Is Maureen Dowd Obsolete?

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“Without men, civilization would last until the oil needed changing”–Federicius Aurelius Superomnem, 345 B.C.

Oh god, oh god. Death, taxes, migraine, sinus drainage, beriberi, and Maureen Dowd, the resentment columnist at the New York Times. On the web I find her at some feminist bitch-in, called Are Men Obsolete? She has this to say to men:

“So now that women don’t need men to reproduce and refinance, the question is, will we keep you around? And the answer is, ‘You know we need you in the way we need ice cream….you’ll be more ornamental.”

I was delighted to think that I might be ornamental, no one having suggested the concept until now.  I could have used it in high school. Maureen herself is beyond being ornamental, having that injection-molded look that follows the seventh face-lift, probably accomplished by the surgical use of a construction crane.

But I will say this to her:

Listen, Corn Flower. Let’s think over this business of obsolete men. Reflect. You live in New York, in which every building was designed and built by men.  You perhaps use the subway, designed, built, and maintained by men. You travel in a car, invented, designed, and built by men—a vehicle that you don’t understand (what is a cam lobe?) and couldn’t maintain (have you ever changed a tire? Could you even find the tires?), and you do this on roads designed, built, and maintained by men. You fly in aircraft designed, built, and maintained by men, which you do not understand (what, Moon Pie, is a high-bypass turbofan?).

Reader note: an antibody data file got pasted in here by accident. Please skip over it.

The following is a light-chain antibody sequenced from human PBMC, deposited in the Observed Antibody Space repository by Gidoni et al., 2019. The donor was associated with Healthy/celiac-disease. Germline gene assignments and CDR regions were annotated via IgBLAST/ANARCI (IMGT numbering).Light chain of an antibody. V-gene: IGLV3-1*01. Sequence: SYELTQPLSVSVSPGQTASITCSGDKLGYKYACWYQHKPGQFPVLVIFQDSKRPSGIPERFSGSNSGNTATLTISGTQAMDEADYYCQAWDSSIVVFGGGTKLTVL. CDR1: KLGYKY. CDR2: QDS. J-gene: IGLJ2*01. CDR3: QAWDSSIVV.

In short, as you run from convention to convention, peeing on hydrants, you depend utterly on men to keep you fed (via tractors designed by men, guided by GPS invented, designed, and launched by men, on farms run by men), and comfy (air conditioning invented…but need I repeat myself?).

I do not want to be unjust. It is not in my nature. While men may be obsolete (unless you want to eat) I cannot say, Apple Cheeks, that feminists are obsolete. They are not. Obsoleteness implies having passed through a period of usefulness.

I do get tired of your hissing and fizzing about the noble sex to which I belong. Mercy, I cry. It is not my fault that Michael Douglas didn’t marry you. He didn’t marry me either, but I don’t hate men because of it. (In fact I am grateful to him, and doubtless he to me).

Don’t misunderstand me. I have nothing against ill-bred viragos—feminism has its place, though I’m not sure where. But let me be clear, Buttercup. I don’t want to seem rude—nothing could be more alien to my character—but I do think that you and your littermates might essay a civility exceeding that of menopausing catamounts. In fact, Sweet Potato, if it were not for my innate courtesy I might say that being at once useless and insupportable is stretching things.

A jot—an iota, a tittle, a scintilla—of gratitude might be in order. Should you look around you, you will note that everything that keeps you and the sisterhood from squatting in caves and picking lice from each other’s hair was provided for you by—the horror—men.

Is it not so, Rose Bud? Can you name one thing, with a moving part, that was invented by a feminist?